I'd Tap That: comparing the merits of four Twitter apps

I have something of a problem. I collect Twitter apps--and not the obvious, freebie ones like Seesmic and Echofon (though I have tried those as well). My collection of Twitter-related apps is made up of Tweetlogix, Tweetbot, Osfoora, and the official Twitter app, plus Trickle (a boutique app that only displays your timeline without allowing you to post) and Boxcar (a notification app for the unofficial apps that do not offer push notifications). I've been on the verge of buying Icebird, too, but have so far resisted.
I bought most of these in a short span of time at the beginning of the year, when the official app delivered a real flaming turd known as the Quickbar, aka Trending Topics Bar, aka Dickbar. (No one liked it, and I truly hated it.) I eventually settled on Tweetbot, but since all of them have updated multiple times since February, I thought a revisit was in order.
The four-day Independence Day holiday weekend provided a nice opportunity; I invested one 24-hour span to each app, and tried to be cognizant of the pros and cons of each app in relation to each other. Here are my thoughts, from worst to first. NOTE: these pros and cons are relative to the way I use Twitter apps. YMMV.
I had really high hopes for this app; it was the first one I turned to after breaking up with the official app. Its interface is stylish, its icon is simple and non-cute--not to mention reminiscent of the old Tweetie app icon. But not long into using Osfoora, I noticed that the developer was kind of MIA, despite a blog and a Twitter account designed to receive and respond to feedback.
Pros: Aesthetically pleasing; full landscape support; smart(ish) gestures distinguish a single click from a hold-down when tapping individual tweets.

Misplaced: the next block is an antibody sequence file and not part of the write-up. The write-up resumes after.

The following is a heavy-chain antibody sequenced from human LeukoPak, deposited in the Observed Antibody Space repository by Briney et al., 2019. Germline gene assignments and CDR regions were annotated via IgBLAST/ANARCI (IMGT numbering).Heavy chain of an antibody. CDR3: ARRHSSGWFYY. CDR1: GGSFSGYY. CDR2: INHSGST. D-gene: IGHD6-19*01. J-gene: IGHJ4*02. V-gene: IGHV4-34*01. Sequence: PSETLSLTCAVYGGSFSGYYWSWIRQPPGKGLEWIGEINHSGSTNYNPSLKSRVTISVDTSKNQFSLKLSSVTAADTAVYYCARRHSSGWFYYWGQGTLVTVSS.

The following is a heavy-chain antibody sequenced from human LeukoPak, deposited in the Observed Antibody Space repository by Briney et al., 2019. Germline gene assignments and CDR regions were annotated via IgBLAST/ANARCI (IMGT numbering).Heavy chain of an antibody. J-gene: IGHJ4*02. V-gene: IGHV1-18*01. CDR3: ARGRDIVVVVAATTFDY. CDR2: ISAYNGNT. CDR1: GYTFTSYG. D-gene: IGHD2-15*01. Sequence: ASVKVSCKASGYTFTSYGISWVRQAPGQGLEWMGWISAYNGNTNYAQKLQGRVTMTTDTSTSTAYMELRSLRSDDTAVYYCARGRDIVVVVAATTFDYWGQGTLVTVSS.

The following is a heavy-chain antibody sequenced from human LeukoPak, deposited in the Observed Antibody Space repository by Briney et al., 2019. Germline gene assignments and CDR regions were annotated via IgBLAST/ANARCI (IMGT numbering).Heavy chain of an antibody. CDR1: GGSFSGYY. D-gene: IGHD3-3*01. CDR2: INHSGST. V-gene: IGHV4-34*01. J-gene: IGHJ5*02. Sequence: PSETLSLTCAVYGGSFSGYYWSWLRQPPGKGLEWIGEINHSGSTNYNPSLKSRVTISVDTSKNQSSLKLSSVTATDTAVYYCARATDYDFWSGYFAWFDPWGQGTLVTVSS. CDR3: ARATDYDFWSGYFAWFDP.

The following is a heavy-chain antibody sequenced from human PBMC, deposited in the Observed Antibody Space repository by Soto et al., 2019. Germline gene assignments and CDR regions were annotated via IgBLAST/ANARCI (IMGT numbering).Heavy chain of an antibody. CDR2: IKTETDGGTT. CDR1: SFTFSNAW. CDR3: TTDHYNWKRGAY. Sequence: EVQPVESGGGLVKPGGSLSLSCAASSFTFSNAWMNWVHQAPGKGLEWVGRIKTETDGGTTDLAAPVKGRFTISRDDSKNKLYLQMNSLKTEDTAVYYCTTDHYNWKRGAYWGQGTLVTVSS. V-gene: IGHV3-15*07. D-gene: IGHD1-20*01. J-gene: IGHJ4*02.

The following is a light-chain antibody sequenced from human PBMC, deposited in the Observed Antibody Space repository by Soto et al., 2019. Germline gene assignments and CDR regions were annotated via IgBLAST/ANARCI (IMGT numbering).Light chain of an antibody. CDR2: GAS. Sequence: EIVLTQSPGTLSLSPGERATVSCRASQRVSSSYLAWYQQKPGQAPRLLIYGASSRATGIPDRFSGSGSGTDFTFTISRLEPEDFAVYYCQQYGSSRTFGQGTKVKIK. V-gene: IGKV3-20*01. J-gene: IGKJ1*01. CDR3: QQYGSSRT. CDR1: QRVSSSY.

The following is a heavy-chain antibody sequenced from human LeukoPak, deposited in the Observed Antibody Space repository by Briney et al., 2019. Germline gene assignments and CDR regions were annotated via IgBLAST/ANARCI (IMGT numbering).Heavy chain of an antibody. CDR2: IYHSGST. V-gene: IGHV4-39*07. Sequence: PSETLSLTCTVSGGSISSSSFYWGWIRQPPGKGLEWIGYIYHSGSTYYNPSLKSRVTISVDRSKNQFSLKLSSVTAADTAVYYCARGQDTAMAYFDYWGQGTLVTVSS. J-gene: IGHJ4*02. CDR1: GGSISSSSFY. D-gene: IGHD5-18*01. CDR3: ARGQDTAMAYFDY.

Cons: Dates are only shown in generic relative time (old tweets read as "months", not even "months ago" or "x months ago"); no symbol in profile view for protected or blocked accounts; no tappable links in timeline view; Boxcar notifications point to a blank composition window rather than the notified message; not all @-replies are shaded differently in timeline view; color preferences for menu screen are still flip-flopped after multiple updates (selecting 'Pink' results in blue icons, and vice versa); no composition from one account into another; graphics refresh in a clunky and inelegant fashion when updating list timelines, and switching from landscape to portrait mode; accessing conversations is relatively user-unfriendly; trying to view what the Twitterverse is saying about Osfoora is almost impossible thanks to the self-aggrandizing #nowplaying feature that adds an Osfoora mention in every generated post--you have to weed out the Bieber and house music tweets to get to the user conversation.
Verdict: Can you tell I've become quite disillusioned from Osfoora? The developer emerged from his hidey-hole to remind everyone he's a grad student and doesn't have a lot of time for the app right now; he might as well have said "delete this app now, or learn to live with disappointment." Not only will I not use this app, but I'll probably delete it. (I'll still keep it on the MacBook, and apparently this new cloud functionality will preserve my purchase indefinitely, but still.)
The official app of Twitter used to be Tweetie. It was the first Twitter app I purchased--the first one I used, in fact. I bought Tweetie 2 when it came out, even though rebuying kind of irked me. And when Twitter acquired it and rebranded it, I thought, "You go get 'em, little guy!" Even Facebook bit Tweetie's style with pull-to-refresh (they actually copied Tweetie's code wholesale for their iPhone app); now every Twitter app employs this how-did-we-live-without-it functionality. But now…now. Well, absolute power and all that.
Pros: Lateral swipe for a variety of functions (RT, star, reply, profile view); useful Profile view with an intuitive layout; built-in push notification; free.